These wipes indeed are known by more than one name. Some call them barrier wipes, while others term as barrier films. Collectively they are called skin preps. The purpose is somewhat evident from the name and is used to protect the skin. The question is: what sort of damage do skin preps protect your skin from?

You are certainly here because you have an ostomy or have had undergone some surgical intervention that has put you on external catheters and/or drainage tubes. So, precisely, the following are the few instances where skin preps are used –

• To prepare the skin for adhesives (especially for patients living with an ostomy pouch)

• Creates a protective interface on the skin that reduces friction during tape removal

• Acts as a skin protector and reduces skin infection around the stoma by cutting down chances of contact of your skin with body waste and fluid from the stoma.

In a gist, skin preps serve a dual purpose. They not only protect the skin from the harshness of adhesives (from the ostomy wafers) but also help the pouch adhere firmly. After prolonged periods of using an ostomy pouch, redness, soreness, itchy and patchy skins are common side-effects and skin preps aid in doing away with these hassles.

If the colon becomes dysfunctional, the ostomy pouch becomes your most essential ‘partner’ in life. Although not easy with the social stigma, skin preps are one of those medical items that help ease the use of an ostomy pouch! That said, how skin prep wipes are used to better your ostomy experience is the next question in the queue...

The use of skin prep wipes

The stoma area needs to be cleaned and washed. Following this, the skin should be allowed to dry completely. Washing the skin should preferably be done with soaps or body washes that are free from any extra dose of moisturizers and essential oils. This allows minimal interference with adhesives, which otherwise do not allow the pouch to stick well.

The next step involves the uniform application of the skin prep around the stoma (and even dressing or catheter site, as the case may be). It takes approximately 30 seconds to dry completely. Remember, the act needs to be completed in a single application. If any area has been missed, wait for the 30 seconds (for the original area to dry) and then go for it.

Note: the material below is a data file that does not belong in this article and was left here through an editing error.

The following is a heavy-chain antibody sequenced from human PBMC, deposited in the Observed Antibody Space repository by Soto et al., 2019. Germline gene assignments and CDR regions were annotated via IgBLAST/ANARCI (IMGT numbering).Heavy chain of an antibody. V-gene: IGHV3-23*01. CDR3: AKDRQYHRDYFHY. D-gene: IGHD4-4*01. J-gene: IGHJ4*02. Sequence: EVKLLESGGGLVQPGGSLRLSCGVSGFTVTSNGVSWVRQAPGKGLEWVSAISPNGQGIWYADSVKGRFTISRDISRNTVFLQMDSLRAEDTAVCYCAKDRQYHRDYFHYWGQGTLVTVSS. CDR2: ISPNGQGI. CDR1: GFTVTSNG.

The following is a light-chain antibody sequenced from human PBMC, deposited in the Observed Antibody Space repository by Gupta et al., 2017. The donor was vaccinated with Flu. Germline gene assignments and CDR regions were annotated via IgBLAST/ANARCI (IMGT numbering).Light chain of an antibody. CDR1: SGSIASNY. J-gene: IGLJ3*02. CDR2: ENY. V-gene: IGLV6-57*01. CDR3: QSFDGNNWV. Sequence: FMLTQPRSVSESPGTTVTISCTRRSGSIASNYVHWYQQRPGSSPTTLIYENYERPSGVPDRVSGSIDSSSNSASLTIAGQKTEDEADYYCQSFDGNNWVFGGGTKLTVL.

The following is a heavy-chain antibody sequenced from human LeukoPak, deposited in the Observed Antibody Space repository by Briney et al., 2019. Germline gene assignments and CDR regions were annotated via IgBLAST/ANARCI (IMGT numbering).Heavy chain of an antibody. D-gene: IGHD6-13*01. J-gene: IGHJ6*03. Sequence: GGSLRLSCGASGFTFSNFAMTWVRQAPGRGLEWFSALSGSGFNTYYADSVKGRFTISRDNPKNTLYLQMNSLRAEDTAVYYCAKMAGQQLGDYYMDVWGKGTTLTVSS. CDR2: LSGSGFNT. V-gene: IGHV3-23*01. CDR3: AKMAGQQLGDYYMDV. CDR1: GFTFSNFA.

The third step involves an important query – is there any need for a second application? Yes, there is, if you want maximum protection, you might go for it (but remember to wait for those 30 seconds!)

So, now that you are done with your skin prep procedure, you can continue with your job of wearing the pouch or applying the dressing that is required. Each time you remove the adhesive products the skin prep is also removed and therefore, re-application is required.

Interestingly, skin preps are not a must-have to serve your medical purpose (be it wearing the ostomy pouch or dressing a wound!) but, they are the first line of defense for your skin.

The 2 forms of skin preps – wipes & sprays

Skin preps may be in the form of wipes or sprays. Individuals get them according to their preferences based upon the ease of use. Even a single coating of skin preps function well – ensuring you do not need to spend much on them! Additionally, since it helps the ostomy pouch adhere better, resulting in decreased chances of leakage and fewer changes.

Finally, as is true in the case of every other product on earth, what works for one person might not always apply to others. However, on an overall scale, skin prep wipes are a good match for your ostomy pouch (or wound dressing!) – the cut down on stoma leaks as well as on your skin damage too!